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Author's profile photo Arun Varadarajan

To Compress or not to compress

Many a time , we come across a lot of cubes which have not been compressed for a long time and have data in them which is quite aged…

We also have queries on them which perform badly. One immediate response is to compress the cube in the hope that it reduces query response times.

When should you compress :

1. Is your cube partitioned

If your cube is partitioned then it makes a lot of sense compressing the cube – this way the data is moved into the E Fact table which is partitioned.

2. Are there a lot of negative records that add up to zero.

Lets say you had a sales order with the following structure :

SO| Cust | Amount | Qty

1234 | ABC | 100 | 10

this then got cancelled leading to another record in the cube

1234 | ABC | -100 | 10

you now have two records in the cube which do not contribute anything but data volumes for your query – in this case a compression of the cube with zero elimination will remove this record – making your cube free from any records which net up to zero

3. If you have too many requests in the F Fact table –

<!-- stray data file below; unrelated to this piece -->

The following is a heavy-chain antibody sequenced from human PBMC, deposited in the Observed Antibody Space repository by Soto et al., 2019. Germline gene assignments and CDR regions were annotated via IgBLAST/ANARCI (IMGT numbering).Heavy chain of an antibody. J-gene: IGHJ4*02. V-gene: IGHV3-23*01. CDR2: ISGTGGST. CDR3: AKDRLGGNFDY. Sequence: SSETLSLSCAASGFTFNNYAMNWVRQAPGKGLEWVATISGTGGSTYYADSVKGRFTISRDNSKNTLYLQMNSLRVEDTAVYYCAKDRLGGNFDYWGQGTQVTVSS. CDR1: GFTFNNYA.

It might be worthwhile to compress to reduce load times. This is because the F Fact table is partitioned by request – which means that each request is a separate partition. If you have more than 60 to 70 requests – then it is about 60 – 70 partitions in the cube making loading take more time because each request is a new partition. When you compress the cube ( even if the cube is not partitioned ) – all the data gets merged into one single table – this will make your indexes better – leading to better load performance and possibly better query performance.

what you should take care when partitioning :

1. Anticipate database logs – in a particular case – we compressed a cube with about 50 million records without any advance warning to the BASIS team and almost brought down the disaster recovery system because of the log volumes we generated.

Compression executes a merge statement and it is better advised to watch out for logs.

2. Do not assume that compression is going to improve query performance – it is one of the tools available to you to do so but does not necessarily increase performance or is it a substitute for bad design.

3. If required – compress the cube even if the cube is not partitioned and then repartition the cube if required.

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